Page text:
Newsday (New York, NY) December 6, 2001
Killed by Friendly Fire
By Craig Gordon
Washington - Three U.S. soldiers were killed and 20 wounded yesterday when their Special Forces team ordered an air strike against Taliban forces outside Kandahar and a 2,000-pound satellite-guided bomb instead exploded just 100 yards from the Americans.
The Pentagon is investigating why the bomb - used specifically for its "maximum blast effect," one official said - struck so close to U.S. forces after being dropped from a B-52 bomber north of the Taliban stronghold.
Five Afghans fighting the Taliban also were killed, and several others were wounded. The recently chosen interim leader of Afghanistan, Hamid Karzai, was injured slightly by the blast while leading troops in the area. It is the second time in about 10 days that a so-called smart bomb caused U.S. casualties. Five U.S. Special Forces troops were injured by a satellite-guided bomb Nov. 26 when they called in bombers to quell a prison riot near Mazar-i-Sharif.
"I, along with the rest of America, grieve for the loss of life in Afghanistan," President George W. Bush said of the U.S. troops. "I want the families to know that they died for a noble and just cause ... and they defend freedom, and for that we are grateful."
The Pentagon last night identified the dead as Master Sgt. Jefferson Donald Davis, 39, of Tennessee; Sgt. First Class Daniel Henry Petithory, 32, of Massachusetts; and Staff Sgt. Brian Cody Prosser, 28, of California.
The accident brought to four the number of U.S. combat deaths inside Afghanistan since the campaign began Oct. 7. CIA officer Johnny Micheal Spann was killed during a prison riot Nov. 25.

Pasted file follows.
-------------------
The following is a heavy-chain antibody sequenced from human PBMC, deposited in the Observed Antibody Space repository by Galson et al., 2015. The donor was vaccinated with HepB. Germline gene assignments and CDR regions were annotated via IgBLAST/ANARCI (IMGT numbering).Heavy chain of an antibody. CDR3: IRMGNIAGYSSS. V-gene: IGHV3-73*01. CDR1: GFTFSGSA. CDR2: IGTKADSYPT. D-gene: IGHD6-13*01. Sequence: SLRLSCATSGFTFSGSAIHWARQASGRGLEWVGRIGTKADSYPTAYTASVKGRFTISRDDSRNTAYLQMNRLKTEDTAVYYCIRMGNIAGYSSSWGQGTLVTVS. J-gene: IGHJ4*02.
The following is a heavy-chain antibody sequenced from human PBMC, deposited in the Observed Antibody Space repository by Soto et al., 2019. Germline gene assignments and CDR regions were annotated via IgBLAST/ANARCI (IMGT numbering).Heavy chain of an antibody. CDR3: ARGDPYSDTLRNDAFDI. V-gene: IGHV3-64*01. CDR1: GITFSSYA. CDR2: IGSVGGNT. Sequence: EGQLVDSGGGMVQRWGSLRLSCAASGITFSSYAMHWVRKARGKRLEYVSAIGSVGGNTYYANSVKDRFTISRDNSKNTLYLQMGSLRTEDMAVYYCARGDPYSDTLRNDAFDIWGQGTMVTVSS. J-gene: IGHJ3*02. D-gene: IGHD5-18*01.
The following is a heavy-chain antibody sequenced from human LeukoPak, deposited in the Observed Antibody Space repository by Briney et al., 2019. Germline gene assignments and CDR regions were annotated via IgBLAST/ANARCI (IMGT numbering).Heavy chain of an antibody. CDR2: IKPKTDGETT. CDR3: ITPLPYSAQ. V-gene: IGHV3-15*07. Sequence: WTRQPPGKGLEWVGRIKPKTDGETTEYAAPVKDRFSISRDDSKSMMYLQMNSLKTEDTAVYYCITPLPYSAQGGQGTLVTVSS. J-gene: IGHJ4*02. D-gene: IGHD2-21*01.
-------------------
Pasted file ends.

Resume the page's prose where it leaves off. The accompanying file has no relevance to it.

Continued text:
The "JDAM" bomb - or Joint Direct Attack Munitions - travels toward its target with the help of satellite guidance, following a string of coordinates that can be programmed into the weapon with a computer keyboard while the plane is in flight.
Satellite-guided bombs, developed after the Gulf War for more precise targeting especially in bad weather or fog, have been used heavily in the Afghanistan campaign, and this is a particularly powerful one.
"A 2,000-pound weapon is a devastating weapon," Rear Adm. John Stufflebeem told reporters at the Pentagon. "As a pilot, when I would drop a 2,000-pound weapon, I wanted at least 4,000 feet of separation from that weapon when it went off."
Defense Secretary Donald Rumsfeld said several things could have gone wrong:the troops on the ground calling in the wrong location; coordinates transmitted or received improperly or keyed into the weapon incorrectly; or mechanical problems, perhaps with one of the tailfins used to guide the bomb.
In the friendly fire accident at Mazar-i-Sharif, the satellite-guided bomb went where it had been programmed to go. It had been mistakenly programmed for the location of the men, not the target, a defense official said. U.S. warplanes also have inadvertently bombed some Afghan targets, including food warehouses, but the Pentagon this week disputed claims that its bombs had gone astray in recent days and killed as many as 200 civilians outside Tora Bora.